Sponging Off the System: Are Animation Writers Merchants of Stupidity?
Once again, animated television – the beloved medium which puts roofs over our heads, coffee in our cups, and digital cable programming into our PVRs – has come under attack.
Some researchers from the University of Virginia showed 20 4-year-old kids an episode of Spongebob Squarepants then had them do some tests to measure their “executive function.”
Executive function. Sounds like a cocktail party for a bunch of CEOs, but apparently it’s something happens in your frontal lobes. It comes in handy when you want to learn stuff, keep organized, control your impulses and learn from your mistakes. (If my lobes had better executive function, I probably would not have gone to see Green Lantern this summer.)
Anyway, the Spongbob kids reportedly performed more poorly than the 20 kids who watched an episode of Caillou or the 20 kids who drew pictures instead. This led to the researchers to conclude that fast-cutting quick-paced shows like Spongebob could impede the learning process.
Okay, lots of folks, including a spokesdude from Nickelodeon, have already pointed out the flaws in this study…including the small sample size and the fact that Caillou is a preschool show and Spongebob is aimed at older kids. Or that the study didn’t try leaving a gap between the watching of the programs and taking of the tests.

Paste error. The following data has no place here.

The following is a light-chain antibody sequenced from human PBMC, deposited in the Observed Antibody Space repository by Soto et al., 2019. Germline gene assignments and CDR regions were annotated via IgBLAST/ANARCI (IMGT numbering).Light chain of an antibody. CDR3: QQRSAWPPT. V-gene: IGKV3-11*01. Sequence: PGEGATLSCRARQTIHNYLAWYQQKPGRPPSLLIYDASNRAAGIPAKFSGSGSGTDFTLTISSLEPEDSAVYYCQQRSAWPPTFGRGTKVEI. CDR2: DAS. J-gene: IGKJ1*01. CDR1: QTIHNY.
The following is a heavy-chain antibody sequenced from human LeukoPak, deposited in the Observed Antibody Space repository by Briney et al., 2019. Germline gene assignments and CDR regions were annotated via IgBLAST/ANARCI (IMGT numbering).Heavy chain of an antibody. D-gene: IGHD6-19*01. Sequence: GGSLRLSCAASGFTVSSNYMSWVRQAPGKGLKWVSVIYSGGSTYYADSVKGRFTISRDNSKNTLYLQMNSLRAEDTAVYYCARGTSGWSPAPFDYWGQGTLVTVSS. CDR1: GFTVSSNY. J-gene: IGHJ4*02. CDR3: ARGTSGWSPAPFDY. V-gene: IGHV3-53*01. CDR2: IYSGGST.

But what if the results aren’t bogus? What if a study with a larger sample of kids comes up with the same results? What if we, the animation writers, are contributing to the stupidity of children?
The solution to this particular problem seems pretty simple to me. PARENTS OF PRESCHOOLERS: DON’T LET YOUR KIDS WATCH SPONGEBOB SQUAREPANTS BEFORE THEY TAKE AN EXECUTIVE FUNCTION TEST!
Let’s say some kids shouldn’t watch TV before trying to learn something. (And let’s say I shouldn’t have watched two of episodes of Kick Buttowski on YouTube before writing this post. Think of how more coherent it could’ve been!)
Then let’s say parents should control what shows their kids watch and when they watch them and for how long. After all, raising and educating their children is their job.
Our job is to provide a product. Some might say a seductive, addictive product…
ARE WE BIG ANIMATION?
TV has often been blamed for producing a generation of obese, socially-misfit couch potatoes with attention deficit disorder and an inability to relate to real people…but enough about animation writers.
This is about the children and the money we make writing for them.
Is animation the Big Tobacco of television programming? The more eyes on screens and the more brand loyalty generated for spin-off merchandise, the higher the profits for networks and production companies. Which leads to more work for us, the animation writers and story editors.
By making our scripts as entertaining as we possibly can, are we part of a system designed to hook viewers at an early age, leading to a lifelong dependence on the medium? After all, they do call it viewing habits.
Well, whether the general public realizes it or not, writers, story editors, producers and network execs all work towards keeping their kids’ shows age-appropriate, with positive messages about friendship and cooperation, self-confidence and persistence, consequences for one’s actions and all that good stuff. And animation has had a long association with educational programming, teaching kids about the world around them and helping them with literacy and numeracy and problem-solving skills.
Lots of things in life are bad for you if consumed in large amounts…booze, Facebook, Chocolate Cheerios…and TV is no different. It’s up to parents, caregivers and teachers to help kids learn to moderate their consumption of, well, everything.
But I’m willing to do my part. So hey kids, turn off that TV and go run around outside for a while. Just not when my episode is on.